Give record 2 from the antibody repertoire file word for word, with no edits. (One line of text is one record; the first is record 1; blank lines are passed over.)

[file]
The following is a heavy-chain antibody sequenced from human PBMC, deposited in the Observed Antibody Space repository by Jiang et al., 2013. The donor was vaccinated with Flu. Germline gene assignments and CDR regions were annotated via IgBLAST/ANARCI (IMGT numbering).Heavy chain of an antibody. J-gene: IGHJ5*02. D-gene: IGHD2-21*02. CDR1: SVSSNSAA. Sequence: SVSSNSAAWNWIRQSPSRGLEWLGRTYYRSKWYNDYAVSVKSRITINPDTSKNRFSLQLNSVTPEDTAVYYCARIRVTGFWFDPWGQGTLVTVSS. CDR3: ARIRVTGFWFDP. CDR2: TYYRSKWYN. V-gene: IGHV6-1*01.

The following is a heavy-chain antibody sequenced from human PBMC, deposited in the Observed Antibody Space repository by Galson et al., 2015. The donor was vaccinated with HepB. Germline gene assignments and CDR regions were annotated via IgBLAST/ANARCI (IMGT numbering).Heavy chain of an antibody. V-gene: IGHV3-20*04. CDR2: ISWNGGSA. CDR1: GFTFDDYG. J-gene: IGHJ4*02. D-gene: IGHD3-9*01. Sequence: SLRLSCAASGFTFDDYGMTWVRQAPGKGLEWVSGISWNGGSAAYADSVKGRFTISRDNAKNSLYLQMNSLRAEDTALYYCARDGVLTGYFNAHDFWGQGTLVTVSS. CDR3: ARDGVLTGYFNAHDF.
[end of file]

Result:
The following is a heavy-chain antibody sequenced from human PBMC, deposited in the Observed Antibody Space repository by Galson et al., 2015. The donor was vaccinated with HepB. Germline gene assignments and CDR regions were annotated via IgBLAST/ANARCI (IMGT numbering).Heavy chain of an antibody. V-gene: IGHV3-20*04. CDR2: ISWNGGSA. CDR1: GFTFDDYG. J-gene: IGHJ4*02. D-gene: IGHD3-9*01. Sequence: SLRLSCAASGFTFDDYGMTWVRQAPGKGLEWVSGISWNGGSAAYADSVKGRFTISRDNAKNSLYLQMNSLRAEDTALYYCARDGVLTGYFNAHDFWGQGTLVTVSS. CDR3: ARDGVLTGYFNAHDF.